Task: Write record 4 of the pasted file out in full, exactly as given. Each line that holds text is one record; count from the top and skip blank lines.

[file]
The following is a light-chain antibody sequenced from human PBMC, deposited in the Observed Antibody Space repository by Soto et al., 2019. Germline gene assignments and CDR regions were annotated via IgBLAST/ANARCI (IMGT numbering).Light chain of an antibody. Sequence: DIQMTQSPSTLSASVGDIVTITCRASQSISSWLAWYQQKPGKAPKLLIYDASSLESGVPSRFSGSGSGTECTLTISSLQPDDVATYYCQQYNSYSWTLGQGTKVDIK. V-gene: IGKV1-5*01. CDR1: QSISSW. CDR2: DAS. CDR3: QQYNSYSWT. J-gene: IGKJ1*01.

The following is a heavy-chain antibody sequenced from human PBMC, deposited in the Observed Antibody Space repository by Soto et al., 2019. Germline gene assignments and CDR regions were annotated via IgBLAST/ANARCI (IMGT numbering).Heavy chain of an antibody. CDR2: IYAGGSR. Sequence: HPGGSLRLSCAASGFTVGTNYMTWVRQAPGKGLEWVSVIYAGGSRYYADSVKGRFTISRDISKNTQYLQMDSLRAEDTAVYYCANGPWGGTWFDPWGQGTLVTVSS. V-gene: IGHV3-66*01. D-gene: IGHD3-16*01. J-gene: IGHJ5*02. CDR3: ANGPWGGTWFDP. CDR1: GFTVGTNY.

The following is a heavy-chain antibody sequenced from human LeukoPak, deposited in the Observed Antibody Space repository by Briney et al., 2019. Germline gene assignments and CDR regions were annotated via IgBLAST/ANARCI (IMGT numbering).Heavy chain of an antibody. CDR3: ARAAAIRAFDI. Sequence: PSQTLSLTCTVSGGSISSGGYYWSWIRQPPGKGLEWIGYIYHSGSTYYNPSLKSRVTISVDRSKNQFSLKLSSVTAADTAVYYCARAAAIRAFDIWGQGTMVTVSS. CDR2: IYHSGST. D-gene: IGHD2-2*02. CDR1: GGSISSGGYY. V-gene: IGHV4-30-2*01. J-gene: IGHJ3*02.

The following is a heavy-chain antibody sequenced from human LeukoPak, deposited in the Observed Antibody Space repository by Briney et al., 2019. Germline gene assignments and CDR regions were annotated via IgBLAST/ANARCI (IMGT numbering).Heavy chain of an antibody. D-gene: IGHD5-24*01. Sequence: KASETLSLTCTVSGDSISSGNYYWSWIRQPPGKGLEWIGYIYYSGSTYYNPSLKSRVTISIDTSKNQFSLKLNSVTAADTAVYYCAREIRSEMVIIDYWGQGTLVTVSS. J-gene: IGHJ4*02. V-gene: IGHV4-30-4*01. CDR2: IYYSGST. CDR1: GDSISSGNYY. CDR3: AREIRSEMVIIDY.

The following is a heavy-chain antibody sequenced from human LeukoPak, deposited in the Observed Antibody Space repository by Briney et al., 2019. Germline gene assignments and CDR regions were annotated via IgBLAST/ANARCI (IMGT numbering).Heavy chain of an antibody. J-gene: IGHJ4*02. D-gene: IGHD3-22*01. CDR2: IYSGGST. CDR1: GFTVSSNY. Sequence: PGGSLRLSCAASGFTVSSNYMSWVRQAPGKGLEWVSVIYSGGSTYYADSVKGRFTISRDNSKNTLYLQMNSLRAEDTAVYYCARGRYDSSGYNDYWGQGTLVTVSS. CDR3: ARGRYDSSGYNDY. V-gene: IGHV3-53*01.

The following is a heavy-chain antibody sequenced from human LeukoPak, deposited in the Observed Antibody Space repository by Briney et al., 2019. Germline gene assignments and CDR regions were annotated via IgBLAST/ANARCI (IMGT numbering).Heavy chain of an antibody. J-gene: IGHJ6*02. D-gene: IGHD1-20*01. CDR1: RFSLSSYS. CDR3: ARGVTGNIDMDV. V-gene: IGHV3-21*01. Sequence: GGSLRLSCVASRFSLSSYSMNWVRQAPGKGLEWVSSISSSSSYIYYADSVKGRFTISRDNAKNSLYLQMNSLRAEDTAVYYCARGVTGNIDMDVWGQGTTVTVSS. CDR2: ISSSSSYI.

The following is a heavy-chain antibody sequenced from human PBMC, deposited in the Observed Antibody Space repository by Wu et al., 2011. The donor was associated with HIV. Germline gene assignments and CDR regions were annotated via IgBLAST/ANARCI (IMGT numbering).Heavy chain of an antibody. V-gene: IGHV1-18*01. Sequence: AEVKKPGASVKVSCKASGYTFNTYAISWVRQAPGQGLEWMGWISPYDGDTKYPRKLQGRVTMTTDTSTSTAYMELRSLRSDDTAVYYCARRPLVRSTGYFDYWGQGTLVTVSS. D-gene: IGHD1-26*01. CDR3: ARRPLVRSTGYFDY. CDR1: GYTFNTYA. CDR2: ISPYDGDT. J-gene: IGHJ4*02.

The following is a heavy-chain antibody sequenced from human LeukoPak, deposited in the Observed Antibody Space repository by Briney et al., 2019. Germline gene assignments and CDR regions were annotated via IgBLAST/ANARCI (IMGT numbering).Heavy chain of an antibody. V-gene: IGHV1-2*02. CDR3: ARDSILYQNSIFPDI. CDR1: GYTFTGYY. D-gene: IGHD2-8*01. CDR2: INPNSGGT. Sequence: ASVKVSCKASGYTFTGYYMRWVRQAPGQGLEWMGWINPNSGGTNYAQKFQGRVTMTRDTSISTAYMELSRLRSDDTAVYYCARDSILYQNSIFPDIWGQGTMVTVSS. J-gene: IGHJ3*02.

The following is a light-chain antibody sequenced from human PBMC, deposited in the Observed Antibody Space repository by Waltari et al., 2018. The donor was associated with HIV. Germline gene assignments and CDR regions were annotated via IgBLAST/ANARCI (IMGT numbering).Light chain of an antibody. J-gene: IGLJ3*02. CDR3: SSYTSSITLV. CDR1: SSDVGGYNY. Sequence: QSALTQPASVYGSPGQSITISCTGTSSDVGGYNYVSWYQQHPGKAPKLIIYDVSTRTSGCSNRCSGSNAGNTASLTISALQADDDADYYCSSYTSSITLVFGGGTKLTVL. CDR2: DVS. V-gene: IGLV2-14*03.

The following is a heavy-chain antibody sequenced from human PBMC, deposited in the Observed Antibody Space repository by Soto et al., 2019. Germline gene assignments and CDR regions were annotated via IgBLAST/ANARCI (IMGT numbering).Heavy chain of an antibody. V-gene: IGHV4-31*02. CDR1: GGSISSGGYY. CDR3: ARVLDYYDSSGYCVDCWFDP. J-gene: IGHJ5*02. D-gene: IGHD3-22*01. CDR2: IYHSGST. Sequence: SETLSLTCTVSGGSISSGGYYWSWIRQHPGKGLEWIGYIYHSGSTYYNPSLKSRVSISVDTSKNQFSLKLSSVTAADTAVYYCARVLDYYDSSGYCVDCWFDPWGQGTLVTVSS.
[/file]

The following is a heavy-chain antibody sequenced from human LeukoPak, deposited in the Observed Antibody Space repository by Briney et al., 2019. Germline gene assignments and CDR regions were annotated via IgBLAST/ANARCI (IMGT numbering).Heavy chain of an antibody. D-gene: IGHD5-24*01. Sequence: KASETLSLTCTVSGDSISSGNYYWSWIRQPPGKGLEWIGYIYYSGSTYYNPSLKSRVTISIDTSKNQFSLKLNSVTAADTAVYYCAREIRSEMVIIDYWGQGTLVTVSS. J-gene: IGHJ4*02. V-gene: IGHV4-30-4*01. CDR2: IYYSGST. CDR1: GDSISSGNYY. CDR3: AREIRSEMVIIDY.